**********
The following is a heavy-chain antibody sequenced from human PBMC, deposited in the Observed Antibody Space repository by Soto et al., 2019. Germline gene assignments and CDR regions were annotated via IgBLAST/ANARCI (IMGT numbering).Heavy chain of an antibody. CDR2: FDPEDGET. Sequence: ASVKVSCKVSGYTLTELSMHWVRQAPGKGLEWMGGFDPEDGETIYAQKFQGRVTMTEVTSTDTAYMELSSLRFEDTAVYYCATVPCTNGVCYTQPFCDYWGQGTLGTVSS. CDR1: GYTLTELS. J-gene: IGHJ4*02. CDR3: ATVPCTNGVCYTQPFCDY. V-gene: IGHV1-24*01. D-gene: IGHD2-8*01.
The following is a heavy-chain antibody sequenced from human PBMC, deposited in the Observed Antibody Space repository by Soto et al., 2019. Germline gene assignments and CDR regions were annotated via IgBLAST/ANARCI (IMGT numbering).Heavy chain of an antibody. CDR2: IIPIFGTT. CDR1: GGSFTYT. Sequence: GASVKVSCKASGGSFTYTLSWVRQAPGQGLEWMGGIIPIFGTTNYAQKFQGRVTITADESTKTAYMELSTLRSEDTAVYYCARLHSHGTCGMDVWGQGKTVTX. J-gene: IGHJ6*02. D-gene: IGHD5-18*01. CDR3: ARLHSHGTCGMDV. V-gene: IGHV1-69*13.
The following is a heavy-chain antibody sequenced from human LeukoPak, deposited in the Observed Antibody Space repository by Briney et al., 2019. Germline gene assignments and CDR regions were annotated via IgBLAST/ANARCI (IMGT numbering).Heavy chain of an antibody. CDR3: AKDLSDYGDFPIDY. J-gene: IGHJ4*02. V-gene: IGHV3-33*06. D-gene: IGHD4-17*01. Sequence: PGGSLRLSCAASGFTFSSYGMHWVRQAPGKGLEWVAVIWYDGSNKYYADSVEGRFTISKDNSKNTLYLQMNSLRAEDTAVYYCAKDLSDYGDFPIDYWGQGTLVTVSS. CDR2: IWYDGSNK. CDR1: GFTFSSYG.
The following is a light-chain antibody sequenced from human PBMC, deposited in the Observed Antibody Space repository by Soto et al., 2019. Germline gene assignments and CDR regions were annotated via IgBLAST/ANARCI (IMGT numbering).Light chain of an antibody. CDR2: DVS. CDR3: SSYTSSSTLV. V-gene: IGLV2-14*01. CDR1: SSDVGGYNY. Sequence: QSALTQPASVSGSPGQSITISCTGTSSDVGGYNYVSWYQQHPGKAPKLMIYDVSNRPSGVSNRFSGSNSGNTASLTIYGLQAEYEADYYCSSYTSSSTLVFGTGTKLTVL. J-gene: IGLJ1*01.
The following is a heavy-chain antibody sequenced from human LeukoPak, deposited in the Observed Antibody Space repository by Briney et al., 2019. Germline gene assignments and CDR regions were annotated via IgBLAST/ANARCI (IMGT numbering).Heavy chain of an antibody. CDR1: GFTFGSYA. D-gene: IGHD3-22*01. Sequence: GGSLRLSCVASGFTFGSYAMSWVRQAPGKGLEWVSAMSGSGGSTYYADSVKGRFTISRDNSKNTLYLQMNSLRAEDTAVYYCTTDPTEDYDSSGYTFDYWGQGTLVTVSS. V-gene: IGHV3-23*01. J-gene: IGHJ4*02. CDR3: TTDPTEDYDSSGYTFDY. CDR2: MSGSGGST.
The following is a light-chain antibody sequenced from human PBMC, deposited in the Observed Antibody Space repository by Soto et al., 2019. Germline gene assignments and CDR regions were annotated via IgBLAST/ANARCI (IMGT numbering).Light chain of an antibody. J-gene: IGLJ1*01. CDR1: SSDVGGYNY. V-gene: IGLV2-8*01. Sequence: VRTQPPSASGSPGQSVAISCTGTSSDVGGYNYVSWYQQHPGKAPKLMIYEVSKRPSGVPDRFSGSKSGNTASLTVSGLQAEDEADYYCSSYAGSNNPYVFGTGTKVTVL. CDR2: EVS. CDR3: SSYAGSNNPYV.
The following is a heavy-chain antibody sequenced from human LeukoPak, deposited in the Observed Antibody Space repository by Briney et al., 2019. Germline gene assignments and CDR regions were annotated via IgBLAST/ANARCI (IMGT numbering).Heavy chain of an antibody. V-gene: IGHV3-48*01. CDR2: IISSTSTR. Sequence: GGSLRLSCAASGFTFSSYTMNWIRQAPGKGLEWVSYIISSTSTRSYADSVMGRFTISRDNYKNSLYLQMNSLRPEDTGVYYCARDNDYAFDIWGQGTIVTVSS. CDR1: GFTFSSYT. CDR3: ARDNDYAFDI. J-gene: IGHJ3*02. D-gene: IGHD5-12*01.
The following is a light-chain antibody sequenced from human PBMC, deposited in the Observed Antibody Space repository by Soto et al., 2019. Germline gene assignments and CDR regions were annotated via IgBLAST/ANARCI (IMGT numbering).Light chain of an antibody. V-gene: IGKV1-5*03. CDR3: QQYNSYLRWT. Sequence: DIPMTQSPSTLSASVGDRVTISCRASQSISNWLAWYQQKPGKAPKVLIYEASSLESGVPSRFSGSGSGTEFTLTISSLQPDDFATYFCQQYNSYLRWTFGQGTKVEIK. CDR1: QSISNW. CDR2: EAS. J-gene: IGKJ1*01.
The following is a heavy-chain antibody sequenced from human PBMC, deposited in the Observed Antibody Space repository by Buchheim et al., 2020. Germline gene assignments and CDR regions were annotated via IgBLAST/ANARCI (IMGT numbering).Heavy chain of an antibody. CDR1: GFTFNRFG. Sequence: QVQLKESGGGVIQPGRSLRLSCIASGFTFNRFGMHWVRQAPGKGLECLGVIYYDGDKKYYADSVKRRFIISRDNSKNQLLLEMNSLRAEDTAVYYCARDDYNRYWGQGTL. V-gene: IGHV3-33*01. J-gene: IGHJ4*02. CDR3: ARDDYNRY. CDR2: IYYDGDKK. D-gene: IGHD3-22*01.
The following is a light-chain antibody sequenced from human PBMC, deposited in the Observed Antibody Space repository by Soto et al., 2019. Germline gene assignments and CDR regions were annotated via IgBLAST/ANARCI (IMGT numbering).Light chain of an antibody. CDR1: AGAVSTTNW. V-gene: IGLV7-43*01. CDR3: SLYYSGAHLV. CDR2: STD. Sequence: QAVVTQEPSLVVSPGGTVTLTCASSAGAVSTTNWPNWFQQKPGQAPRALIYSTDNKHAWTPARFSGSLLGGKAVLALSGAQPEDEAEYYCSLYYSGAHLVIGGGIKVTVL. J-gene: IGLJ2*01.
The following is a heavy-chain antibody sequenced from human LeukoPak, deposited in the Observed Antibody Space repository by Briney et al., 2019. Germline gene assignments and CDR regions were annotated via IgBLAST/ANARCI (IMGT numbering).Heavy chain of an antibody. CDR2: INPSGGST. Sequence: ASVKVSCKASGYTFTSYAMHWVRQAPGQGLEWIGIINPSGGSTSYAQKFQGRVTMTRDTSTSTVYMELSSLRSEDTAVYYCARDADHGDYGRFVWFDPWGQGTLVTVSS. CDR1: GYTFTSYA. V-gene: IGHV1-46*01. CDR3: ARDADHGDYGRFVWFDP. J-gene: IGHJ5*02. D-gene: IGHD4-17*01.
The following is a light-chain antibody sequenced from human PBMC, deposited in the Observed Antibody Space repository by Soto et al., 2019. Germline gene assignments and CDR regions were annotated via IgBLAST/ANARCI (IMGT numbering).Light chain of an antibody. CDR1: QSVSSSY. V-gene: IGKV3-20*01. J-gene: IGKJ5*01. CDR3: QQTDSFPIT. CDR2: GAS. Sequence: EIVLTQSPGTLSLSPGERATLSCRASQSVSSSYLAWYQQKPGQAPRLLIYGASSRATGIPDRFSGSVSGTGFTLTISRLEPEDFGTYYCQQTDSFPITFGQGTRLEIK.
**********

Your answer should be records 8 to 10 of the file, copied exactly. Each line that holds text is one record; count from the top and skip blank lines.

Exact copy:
The following is a light-chain antibody sequenced from human PBMC, deposited in the Observed Antibody Space repository by Soto et al., 2019. Germline gene assignments and CDR regions were annotated via IgBLAST/ANARCI (IMGT numbering).Light chain of an antibody. V-gene: IGKV1-5*03. CDR3: QQYNSYLRWT. Sequence: DIPMTQSPSTLSASVGDRVTISCRASQSISNWLAWYQQKPGKAPKVLIYEASSLESGVPSRFSGSGSGTEFTLTISSLQPDDFATYFCQQYNSYLRWTFGQGTKVEIK. CDR1: QSISNW. CDR2: EAS. J-gene: IGKJ1*01.
The following is a heavy-chain antibody sequenced from human PBMC, deposited in the Observed Antibody Space repository by Buchheim et al., 2020. Germline gene assignments and CDR regions were annotated via IgBLAST/ANARCI (IMGT numbering).Heavy chain of an antibody. CDR1: GFTFNRFG. Sequence: QVQLKESGGGVIQPGRSLRLSCIASGFTFNRFGMHWVRQAPGKGLECLGVIYYDGDKKYYADSVKRRFIISRDNSKNQLLLEMNSLRAEDTAVYYCARDDYNRYWGQGTL. V-gene: IGHV3-33*01. J-gene: IGHJ4*02. CDR3: ARDDYNRY. CDR2: IYYDGDKK. D-gene: IGHD3-22*01.
The following is a light-chain antibody sequenced from human PBMC, deposited in the Observed Antibody Space repository by Soto et al., 2019. Germline gene assignments and CDR regions were annotated via IgBLAST/ANARCI (IMGT numbering).Light chain of an antibody. CDR1: AGAVSTTNW. V-gene: IGLV7-43*01. CDR3: SLYYSGAHLV. CDR2: STD. Sequence: QAVVTQEPSLVVSPGGTVTLTCASSAGAVSTTNWPNWFQQKPGQAPRALIYSTDNKHAWTPARFSGSLLGGKAVLALSGAQPEDEAEYYCSLYYSGAHLVIGGGIKVTVL. J-gene: IGLJ2*01.